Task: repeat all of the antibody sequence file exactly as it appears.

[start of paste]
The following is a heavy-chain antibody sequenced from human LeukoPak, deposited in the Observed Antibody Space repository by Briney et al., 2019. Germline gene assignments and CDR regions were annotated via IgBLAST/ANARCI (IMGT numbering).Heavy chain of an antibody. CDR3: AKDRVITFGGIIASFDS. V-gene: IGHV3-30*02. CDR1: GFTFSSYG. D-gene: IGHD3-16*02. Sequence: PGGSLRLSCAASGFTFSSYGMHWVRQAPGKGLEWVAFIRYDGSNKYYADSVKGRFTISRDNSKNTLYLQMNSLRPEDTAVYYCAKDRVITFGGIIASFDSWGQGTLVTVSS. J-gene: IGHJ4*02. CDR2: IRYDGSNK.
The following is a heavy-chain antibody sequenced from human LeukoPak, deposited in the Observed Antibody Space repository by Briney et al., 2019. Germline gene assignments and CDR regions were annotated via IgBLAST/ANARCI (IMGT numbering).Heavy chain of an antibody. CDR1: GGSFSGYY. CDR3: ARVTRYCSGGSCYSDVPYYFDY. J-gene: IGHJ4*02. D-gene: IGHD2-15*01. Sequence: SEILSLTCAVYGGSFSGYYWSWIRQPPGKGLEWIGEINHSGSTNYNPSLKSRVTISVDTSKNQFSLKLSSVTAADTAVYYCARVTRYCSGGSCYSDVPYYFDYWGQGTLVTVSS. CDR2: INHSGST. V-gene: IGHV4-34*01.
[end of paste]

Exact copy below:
The following is a heavy-chain antibody sequenced from human LeukoPak, deposited in the Observed Antibody Space repository by Briney et al., 2019. Germline gene assignments and CDR regions were annotated via IgBLAST/ANARCI (IMGT numbering).Heavy chain of an antibody. CDR3: AKDRVITFGGIIASFDS. V-gene: IGHV3-30*02. CDR1: GFTFSSYG. D-gene: IGHD3-16*02. Sequence: PGGSLRLSCAASGFTFSSYGMHWVRQAPGKGLEWVAFIRYDGSNKYYADSVKGRFTISRDNSKNTLYLQMNSLRPEDTAVYYCAKDRVITFGGIIASFDSWGQGTLVTVSS. J-gene: IGHJ4*02. CDR2: IRYDGSNK.
The following is a heavy-chain antibody sequenced from human LeukoPak, deposited in the Observed Antibody Space repository by Briney et al., 2019. Germline gene assignments and CDR regions were annotated via IgBLAST/ANARCI (IMGT numbering).Heavy chain of an antibody. CDR1: GGSFSGYY. CDR3: ARVTRYCSGGSCYSDVPYYFDY. J-gene: IGHJ4*02. D-gene: IGHD2-15*01. Sequence: SEILSLTCAVYGGSFSGYYWSWIRQPPGKGLEWIGEINHSGSTNYNPSLKSRVTISVDTSKNQFSLKLSSVTAADTAVYYCARVTRYCSGGSCYSDVPYYFDYWGQGTLVTVSS. CDR2: INHSGST. V-gene: IGHV4-34*01.